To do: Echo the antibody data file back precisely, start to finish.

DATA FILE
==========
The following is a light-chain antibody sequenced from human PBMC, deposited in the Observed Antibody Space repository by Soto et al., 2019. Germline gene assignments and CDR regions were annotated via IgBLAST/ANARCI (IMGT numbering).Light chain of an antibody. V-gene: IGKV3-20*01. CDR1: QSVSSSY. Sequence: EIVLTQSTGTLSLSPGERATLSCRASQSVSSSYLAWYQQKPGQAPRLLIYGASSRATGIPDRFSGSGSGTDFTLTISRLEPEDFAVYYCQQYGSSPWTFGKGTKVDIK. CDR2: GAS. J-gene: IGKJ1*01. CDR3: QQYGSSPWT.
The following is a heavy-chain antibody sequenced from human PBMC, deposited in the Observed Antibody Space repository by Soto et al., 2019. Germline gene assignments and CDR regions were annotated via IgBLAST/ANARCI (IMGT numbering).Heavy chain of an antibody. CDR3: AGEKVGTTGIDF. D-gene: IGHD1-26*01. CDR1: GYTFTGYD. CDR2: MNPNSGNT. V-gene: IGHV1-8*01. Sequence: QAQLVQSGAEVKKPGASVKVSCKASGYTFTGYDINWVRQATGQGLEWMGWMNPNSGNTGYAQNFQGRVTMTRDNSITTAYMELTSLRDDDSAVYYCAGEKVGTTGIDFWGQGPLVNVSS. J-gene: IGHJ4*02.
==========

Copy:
The following is a light-chain antibody sequenced from human PBMC, deposited in the Observed Antibody Space repository by Soto et al., 2019. Germline gene assignments and CDR regions were annotated via IgBLAST/ANARCI (IMGT numbering).Light chain of an antibody. V-gene: IGKV3-20*01. CDR1: QSVSSSY. Sequence: EIVLTQSTGTLSLSPGERATLSCRASQSVSSSYLAWYQQKPGQAPRLLIYGASSRATGIPDRFSGSGSGTDFTLTISRLEPEDFAVYYCQQYGSSPWTFGKGTKVDIK. CDR2: GAS. J-gene: IGKJ1*01. CDR3: QQYGSSPWT.
The following is a heavy-chain antibody sequenced from human PBMC, deposited in the Observed Antibody Space repository by Soto et al., 2019. Germline gene assignments and CDR regions were annotated via IgBLAST/ANARCI (IMGT numbering).Heavy chain of an antibody. CDR3: AGEKVGTTGIDF. D-gene: IGHD1-26*01. CDR1: GYTFTGYD. CDR2: MNPNSGNT. V-gene: IGHV1-8*01. Sequence: QAQLVQSGAEVKKPGASVKVSCKASGYTFTGYDINWVRQATGQGLEWMGWMNPNSGNTGYAQNFQGRVTMTRDNSITTAYMELTSLRDDDSAVYYCAGEKVGTTGIDFWGQGPLVNVSS. J-gene: IGHJ4*02.